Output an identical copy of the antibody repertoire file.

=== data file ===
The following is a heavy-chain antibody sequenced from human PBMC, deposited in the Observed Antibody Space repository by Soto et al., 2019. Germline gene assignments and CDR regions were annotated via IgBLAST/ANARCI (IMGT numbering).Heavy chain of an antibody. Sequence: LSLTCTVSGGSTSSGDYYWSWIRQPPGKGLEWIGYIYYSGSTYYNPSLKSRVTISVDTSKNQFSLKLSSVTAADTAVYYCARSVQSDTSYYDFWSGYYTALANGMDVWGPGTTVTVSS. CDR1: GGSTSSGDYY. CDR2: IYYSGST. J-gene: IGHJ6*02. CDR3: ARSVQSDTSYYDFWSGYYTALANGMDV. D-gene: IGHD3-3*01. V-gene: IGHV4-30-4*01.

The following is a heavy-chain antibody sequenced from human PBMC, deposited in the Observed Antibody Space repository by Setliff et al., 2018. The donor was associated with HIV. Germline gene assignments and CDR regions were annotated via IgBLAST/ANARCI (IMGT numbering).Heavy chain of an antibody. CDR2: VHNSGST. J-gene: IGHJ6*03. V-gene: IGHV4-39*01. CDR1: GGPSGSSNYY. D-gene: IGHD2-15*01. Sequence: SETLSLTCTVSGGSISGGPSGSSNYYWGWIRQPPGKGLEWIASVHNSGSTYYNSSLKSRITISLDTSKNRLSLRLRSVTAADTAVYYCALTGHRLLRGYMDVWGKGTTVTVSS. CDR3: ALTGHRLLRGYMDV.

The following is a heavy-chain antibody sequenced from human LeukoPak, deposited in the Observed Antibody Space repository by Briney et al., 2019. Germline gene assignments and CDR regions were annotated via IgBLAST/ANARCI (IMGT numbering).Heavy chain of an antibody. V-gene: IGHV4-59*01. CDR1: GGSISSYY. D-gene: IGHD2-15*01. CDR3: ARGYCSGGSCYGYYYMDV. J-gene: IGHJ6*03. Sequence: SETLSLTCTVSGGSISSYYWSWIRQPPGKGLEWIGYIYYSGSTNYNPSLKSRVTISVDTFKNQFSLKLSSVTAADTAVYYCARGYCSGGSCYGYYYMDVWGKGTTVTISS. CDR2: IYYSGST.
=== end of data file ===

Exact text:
The following is a heavy-chain antibody sequenced from human PBMC, deposited in the Observed Antibody Space repository by Soto et al., 2019. Germline gene assignments and CDR regions were annotated via IgBLAST/ANARCI (IMGT numbering).Heavy chain of an antibody. Sequence: LSLTCTVSGGSTSSGDYYWSWIRQPPGKGLEWIGYIYYSGSTYYNPSLKSRVTISVDTSKNQFSLKLSSVTAADTAVYYCARSVQSDTSYYDFWSGYYTALANGMDVWGPGTTVTVSS. CDR1: GGSTSSGDYY. CDR2: IYYSGST. J-gene: IGHJ6*02. CDR3: ARSVQSDTSYYDFWSGYYTALANGMDV. D-gene: IGHD3-3*01. V-gene: IGHV4-30-4*01.

The following is a heavy-chain antibody sequenced from human PBMC, deposited in the Observed Antibody Space repository by Setliff et al., 2018. The donor was associated with HIV. Germline gene assignments and CDR regions were annotated via IgBLAST/ANARCI (IMGT numbering).Heavy chain of an antibody. CDR2: VHNSGST. J-gene: IGHJ6*03. V-gene: IGHV4-39*01. CDR1: GGPSGSSNYY. D-gene: IGHD2-15*01. Sequence: SETLSLTCTVSGGSISGGPSGSSNYYWGWIRQPPGKGLEWIASVHNSGSTYYNSSLKSRITISLDTSKNRLSLRLRSVTAADTAVYYCALTGHRLLRGYMDVWGKGTTVTVSS. CDR3: ALTGHRLLRGYMDV.

The following is a heavy-chain antibody sequenced from human LeukoPak, deposited in the Observed Antibody Space repository by Briney et al., 2019. Germline gene assignments and CDR regions were annotated via IgBLAST/ANARCI (IMGT numbering).Heavy chain of an antibody. V-gene: IGHV4-59*01. CDR1: GGSISSYY. D-gene: IGHD2-15*01. CDR3: ARGYCSGGSCYGYYYMDV. J-gene: IGHJ6*03. Sequence: SETLSLTCTVSGGSISSYYWSWIRQPPGKGLEWIGYIYYSGSTNYNPSLKSRVTISVDTFKNQFSLKLSSVTAADTAVYYCARGYCSGGSCYGYYYMDVWGKGTTVTISS. CDR2: IYYSGST.